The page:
Top problems with PKI, signatures and SSL

To avoid confusion: This article pertains primarily to open PKIs like in web browsers. PKI federations with strict control on policy and profile and implementations manage many of the issues. See also Patrick's comment.

Public key cryptography is widely believed to assure high levels of security and confidentiality in an otherwise untrusted Internet. SSL, digital signatures and public key infrastructures play a significant role in e-commerce and information system security.  It seems likely, moreover, that their role will continue to grow in the future. However, leading security experts warned that the good news is exaggerated because of flaws in the underlying model, specification, implementation and the human factor. The consequence is that the application of cryptography needs to be part of a wider security management system, and expectations need to be moderated.

The following list collects a number of issues that are quite well known in the security community.

A short list of X.509 security issues can be found in Wikipedia.

 

          “Cryptography is typically bypassed, not penetrated.”
 (Adi Shamir)


Ambition and reality of X.509

ITU-T standardized certificates in X.509 during the 1980ies. It is a quite ambitious standard, however it turned out to be too complex to be fully implemented and utilized. Since Peter Gutmann from Auckland University published the X.509 Style Guide in 2000, little has improved:

  • The X.509 specification is scattered across many standards, drafts and amendments from multiple standard bodies, leading to confusion and numerous profiles that lack interoperability.
  • X.509 utilizes features from other standards, like DNs from X.500 which are in itself complex and have little value in the Internet world today. That is undesirable as it provides unanticipated attack vectors.
  • Parts of the standard, even some that are related to key elements, are underspecified. That leads to ambiguity, unknown semantics and interoperability issues, like the country code, date/time formats in validity or path validation.

Implementation issues with X.509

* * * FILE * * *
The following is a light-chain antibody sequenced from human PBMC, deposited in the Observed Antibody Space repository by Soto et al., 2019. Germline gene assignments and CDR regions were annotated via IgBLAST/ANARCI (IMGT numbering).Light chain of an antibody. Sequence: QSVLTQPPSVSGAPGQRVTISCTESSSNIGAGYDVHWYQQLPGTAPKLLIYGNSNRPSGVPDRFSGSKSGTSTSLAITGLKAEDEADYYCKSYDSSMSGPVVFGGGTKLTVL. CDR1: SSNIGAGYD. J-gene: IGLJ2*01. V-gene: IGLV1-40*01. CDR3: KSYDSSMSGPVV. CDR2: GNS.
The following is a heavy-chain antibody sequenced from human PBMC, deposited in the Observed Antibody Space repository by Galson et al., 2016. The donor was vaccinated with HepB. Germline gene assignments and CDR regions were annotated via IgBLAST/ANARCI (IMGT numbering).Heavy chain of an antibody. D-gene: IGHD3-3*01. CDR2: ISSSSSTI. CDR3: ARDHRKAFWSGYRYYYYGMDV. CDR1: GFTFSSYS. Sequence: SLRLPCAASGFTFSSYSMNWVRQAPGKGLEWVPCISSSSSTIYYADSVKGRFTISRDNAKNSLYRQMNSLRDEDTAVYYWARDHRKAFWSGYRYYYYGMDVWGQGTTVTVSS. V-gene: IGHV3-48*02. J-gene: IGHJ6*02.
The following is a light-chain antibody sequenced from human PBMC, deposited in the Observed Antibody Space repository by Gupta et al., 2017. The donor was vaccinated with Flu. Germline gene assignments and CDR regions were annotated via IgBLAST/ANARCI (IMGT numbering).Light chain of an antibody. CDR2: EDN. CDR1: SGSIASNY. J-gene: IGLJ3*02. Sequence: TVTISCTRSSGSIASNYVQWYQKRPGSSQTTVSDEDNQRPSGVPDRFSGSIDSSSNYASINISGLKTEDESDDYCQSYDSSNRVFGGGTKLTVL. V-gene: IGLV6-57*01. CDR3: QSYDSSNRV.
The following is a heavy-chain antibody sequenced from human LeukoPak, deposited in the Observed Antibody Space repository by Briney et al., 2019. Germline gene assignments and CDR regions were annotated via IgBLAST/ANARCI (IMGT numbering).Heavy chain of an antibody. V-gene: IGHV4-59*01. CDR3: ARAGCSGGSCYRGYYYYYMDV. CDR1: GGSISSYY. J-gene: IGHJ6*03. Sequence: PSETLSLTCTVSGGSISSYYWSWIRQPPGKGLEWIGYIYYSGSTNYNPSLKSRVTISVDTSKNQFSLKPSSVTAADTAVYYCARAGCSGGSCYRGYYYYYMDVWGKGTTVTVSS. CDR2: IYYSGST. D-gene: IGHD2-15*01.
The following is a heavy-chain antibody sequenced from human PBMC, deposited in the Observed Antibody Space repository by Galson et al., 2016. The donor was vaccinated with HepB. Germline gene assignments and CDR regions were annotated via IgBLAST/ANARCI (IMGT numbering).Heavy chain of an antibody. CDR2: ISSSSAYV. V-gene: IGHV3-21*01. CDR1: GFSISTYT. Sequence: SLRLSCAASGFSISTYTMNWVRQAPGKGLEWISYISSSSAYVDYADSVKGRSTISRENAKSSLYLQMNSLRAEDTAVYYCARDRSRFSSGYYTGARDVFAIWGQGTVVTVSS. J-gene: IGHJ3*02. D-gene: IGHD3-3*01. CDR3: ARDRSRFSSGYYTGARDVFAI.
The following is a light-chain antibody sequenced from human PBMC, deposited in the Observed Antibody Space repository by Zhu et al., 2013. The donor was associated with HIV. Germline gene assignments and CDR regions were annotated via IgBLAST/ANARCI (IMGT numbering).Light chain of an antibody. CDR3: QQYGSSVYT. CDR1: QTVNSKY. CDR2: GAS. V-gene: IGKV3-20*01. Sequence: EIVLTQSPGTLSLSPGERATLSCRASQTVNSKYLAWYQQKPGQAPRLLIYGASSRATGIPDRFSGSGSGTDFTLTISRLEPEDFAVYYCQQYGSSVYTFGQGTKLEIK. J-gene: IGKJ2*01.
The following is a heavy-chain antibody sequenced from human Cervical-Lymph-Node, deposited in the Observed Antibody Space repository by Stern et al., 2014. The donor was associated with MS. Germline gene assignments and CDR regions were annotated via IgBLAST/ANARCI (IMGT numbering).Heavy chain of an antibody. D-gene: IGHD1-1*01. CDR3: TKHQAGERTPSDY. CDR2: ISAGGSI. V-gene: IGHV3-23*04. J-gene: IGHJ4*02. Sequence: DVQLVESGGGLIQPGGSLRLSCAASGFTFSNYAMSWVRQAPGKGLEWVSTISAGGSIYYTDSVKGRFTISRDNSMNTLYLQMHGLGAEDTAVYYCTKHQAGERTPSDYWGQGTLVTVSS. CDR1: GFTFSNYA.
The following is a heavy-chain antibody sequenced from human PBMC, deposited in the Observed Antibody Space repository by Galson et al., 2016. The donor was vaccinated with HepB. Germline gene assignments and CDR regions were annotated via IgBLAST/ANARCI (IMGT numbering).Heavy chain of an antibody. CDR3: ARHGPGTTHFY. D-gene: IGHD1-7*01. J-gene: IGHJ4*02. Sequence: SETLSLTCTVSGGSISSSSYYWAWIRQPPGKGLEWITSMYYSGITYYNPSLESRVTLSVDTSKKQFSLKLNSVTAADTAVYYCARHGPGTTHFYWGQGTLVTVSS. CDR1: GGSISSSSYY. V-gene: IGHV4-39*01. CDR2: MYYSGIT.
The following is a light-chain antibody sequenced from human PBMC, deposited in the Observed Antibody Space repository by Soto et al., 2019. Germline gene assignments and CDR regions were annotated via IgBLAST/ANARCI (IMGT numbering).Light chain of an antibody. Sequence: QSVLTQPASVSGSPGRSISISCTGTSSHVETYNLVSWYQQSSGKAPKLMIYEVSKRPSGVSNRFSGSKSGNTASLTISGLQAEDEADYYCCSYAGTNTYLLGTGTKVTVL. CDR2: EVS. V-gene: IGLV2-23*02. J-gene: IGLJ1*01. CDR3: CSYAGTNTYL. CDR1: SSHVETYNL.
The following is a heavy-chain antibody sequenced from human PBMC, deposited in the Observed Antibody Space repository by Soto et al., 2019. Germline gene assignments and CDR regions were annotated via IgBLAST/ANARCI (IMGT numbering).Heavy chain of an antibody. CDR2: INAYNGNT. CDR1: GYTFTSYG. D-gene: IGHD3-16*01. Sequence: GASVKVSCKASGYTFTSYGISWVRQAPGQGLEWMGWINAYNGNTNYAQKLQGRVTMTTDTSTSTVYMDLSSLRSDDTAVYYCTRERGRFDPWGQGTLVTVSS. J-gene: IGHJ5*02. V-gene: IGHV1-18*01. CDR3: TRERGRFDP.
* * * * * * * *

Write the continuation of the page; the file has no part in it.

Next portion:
Due to the complexity and vagueness of the specification there is no assurance that implementations are consistent and interoperable across different libraries and operating systems. As a consequence constraints must be put on the use of PKI. Basically there remain 2 options:

  1. Use only the minimal set of features in certificates and PKI; That is to use the binding of an identifier and name to a key pair and understand whether the certificate may sign other certificates or not. No additional attributes should be relied on, no complex path validations allowed.
  2. Use a specific profile of X.509 and validate it in a narrow set of implementations.

Revocation problems

PKI revocation services deploy the blacklist pattern that has been abandoned by the credit card industry long ago. There are several problems associated with CLRs and OCSP:

  • Revocation services are suspect to DoS-attacks. In general a poor operational service level of the OCSP responder will leading to failures first and frequently to temporary or permanent disabling of revocations services at the relying party later.
  • Implementation issues cause revocation services being disabled during deployment (like it is the case with many web browsers)
  • Distribution in a timely manner, performance issues and semantic inconsistencies add to the problem.
  • OCSP-implementations can be fooled by a MITM-attack to skip revocation checks. [Defeating OCSP with the Number 3].

PKI interoperability and federation

There were some advances in the area of PKI federation, most notably the bridge model around the US federal bridge that is being extended to Europe in some high-security areas like defense, national security, aerospace, airlines and pharmaceutical industries. Europe chose a somewhat different approach with the IDABC Trust List.

The EU Trust list is in its early stage and not yet feasible in cross-border projects. While the US-led bridge model is operational with > 100 millions of credentials it is not practical in Europe either, except in the sectors mentioned above.

The root trust issue

There is no easy, fast and effective method to revoke a root certificate

Revoking self-issued certificates in a large scale is difficult, on technical, organizational and business levels. Technically, there is no common protocol. On the organizational level requires contacting a multitude of organizations serving as trust anchors. This involves browser and OS vendors, many other tools vendors, like the Java runtime, and all organizations that manage their root trust store in an independent manner. This path is broken by definition.